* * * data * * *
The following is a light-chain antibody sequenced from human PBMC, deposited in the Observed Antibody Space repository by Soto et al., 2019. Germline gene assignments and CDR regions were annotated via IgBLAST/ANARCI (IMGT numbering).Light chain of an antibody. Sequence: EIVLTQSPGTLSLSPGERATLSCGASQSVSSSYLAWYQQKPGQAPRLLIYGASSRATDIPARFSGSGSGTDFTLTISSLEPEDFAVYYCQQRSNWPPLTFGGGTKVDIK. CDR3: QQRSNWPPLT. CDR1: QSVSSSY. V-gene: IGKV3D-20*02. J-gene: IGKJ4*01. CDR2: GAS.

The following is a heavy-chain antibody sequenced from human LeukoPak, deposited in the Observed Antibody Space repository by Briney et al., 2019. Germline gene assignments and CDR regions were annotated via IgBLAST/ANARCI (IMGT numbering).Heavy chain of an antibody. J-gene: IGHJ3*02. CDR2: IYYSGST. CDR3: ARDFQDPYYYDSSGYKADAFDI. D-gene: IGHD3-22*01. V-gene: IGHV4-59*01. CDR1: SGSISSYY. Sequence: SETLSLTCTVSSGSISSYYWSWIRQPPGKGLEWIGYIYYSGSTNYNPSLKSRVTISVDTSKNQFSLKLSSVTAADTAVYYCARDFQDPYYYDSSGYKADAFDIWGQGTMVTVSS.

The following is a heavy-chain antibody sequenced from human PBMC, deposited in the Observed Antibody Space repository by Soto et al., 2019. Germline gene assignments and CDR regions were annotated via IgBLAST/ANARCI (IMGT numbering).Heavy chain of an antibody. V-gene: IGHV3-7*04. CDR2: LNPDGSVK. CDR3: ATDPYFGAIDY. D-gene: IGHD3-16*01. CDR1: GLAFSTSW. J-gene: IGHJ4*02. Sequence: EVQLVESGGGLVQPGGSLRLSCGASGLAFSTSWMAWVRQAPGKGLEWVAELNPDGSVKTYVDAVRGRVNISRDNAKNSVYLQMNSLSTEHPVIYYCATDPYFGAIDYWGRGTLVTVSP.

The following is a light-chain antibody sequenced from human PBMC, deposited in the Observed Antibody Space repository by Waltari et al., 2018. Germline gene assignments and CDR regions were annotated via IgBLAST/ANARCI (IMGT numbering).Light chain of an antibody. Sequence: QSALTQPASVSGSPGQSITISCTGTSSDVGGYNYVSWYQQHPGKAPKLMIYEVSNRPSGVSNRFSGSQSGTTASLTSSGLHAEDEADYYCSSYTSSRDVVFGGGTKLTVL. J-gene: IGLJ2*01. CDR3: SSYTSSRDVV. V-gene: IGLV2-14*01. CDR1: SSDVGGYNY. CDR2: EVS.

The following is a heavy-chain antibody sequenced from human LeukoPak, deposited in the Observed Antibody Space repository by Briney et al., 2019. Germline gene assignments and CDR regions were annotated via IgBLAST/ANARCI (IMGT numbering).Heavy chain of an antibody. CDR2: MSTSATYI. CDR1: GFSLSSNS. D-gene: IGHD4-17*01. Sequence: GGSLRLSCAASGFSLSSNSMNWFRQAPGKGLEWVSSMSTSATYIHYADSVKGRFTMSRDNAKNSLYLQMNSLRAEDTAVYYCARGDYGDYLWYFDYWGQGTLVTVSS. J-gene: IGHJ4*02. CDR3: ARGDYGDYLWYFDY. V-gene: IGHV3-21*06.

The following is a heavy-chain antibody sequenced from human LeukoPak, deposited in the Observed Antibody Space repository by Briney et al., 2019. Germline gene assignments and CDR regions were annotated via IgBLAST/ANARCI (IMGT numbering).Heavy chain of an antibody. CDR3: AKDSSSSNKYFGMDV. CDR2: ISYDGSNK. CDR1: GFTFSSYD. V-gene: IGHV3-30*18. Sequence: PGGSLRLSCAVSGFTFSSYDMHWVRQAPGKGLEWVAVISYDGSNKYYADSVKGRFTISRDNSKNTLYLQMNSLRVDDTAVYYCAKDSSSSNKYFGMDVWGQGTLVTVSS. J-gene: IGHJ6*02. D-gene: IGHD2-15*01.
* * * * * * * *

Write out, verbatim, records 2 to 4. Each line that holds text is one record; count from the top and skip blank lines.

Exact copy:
The following is a heavy-chain antibody sequenced from human LeukoPak, deposited in the Observed Antibody Space repository by Briney et al., 2019. Germline gene assignments and CDR regions were annotated via IgBLAST/ANARCI (IMGT numbering).Heavy chain of an antibody. J-gene: IGHJ3*02. CDR2: IYYSGST. CDR3: ARDFQDPYYYDSSGYKADAFDI. D-gene: IGHD3-22*01. V-gene: IGHV4-59*01. CDR1: SGSISSYY. Sequence: SETLSLTCTVSSGSISSYYWSWIRQPPGKGLEWIGYIYYSGSTNYNPSLKSRVTISVDTSKNQFSLKLSSVTAADTAVYYCARDFQDPYYYDSSGYKADAFDIWGQGTMVTVSS.

The following is a heavy-chain antibody sequenced from human PBMC, deposited in the Observed Antibody Space repository by Soto et al., 2019. Germline gene assignments and CDR regions were annotated via IgBLAST/ANARCI (IMGT numbering).Heavy chain of an antibody. V-gene: IGHV3-7*04. CDR2: LNPDGSVK. CDR3: ATDPYFGAIDY. D-gene: IGHD3-16*01. CDR1: GLAFSTSW. J-gene: IGHJ4*02. Sequence: EVQLVESGGGLVQPGGSLRLSCGASGLAFSTSWMAWVRQAPGKGLEWVAELNPDGSVKTYVDAVRGRVNISRDNAKNSVYLQMNSLSTEHPVIYYCATDPYFGAIDYWGRGTLVTVSP.

The following is a light-chain antibody sequenced from human PBMC, deposited in the Observed Antibody Space repository by Waltari et al., 2018. Germline gene assignments and CDR regions were annotated via IgBLAST/ANARCI (IMGT numbering).Light chain of an antibody. Sequence: QSALTQPASVSGSPGQSITISCTGTSSDVGGYNYVSWYQQHPGKAPKLMIYEVSNRPSGVSNRFSGSQSGTTASLTSSGLHAEDEADYYCSSYTSSRDVVFGGGTKLTVL. J-gene: IGLJ2*01. CDR3: SSYTSSRDVV. V-gene: IGLV2-14*01. CDR1: SSDVGGYNY. CDR2: EVS.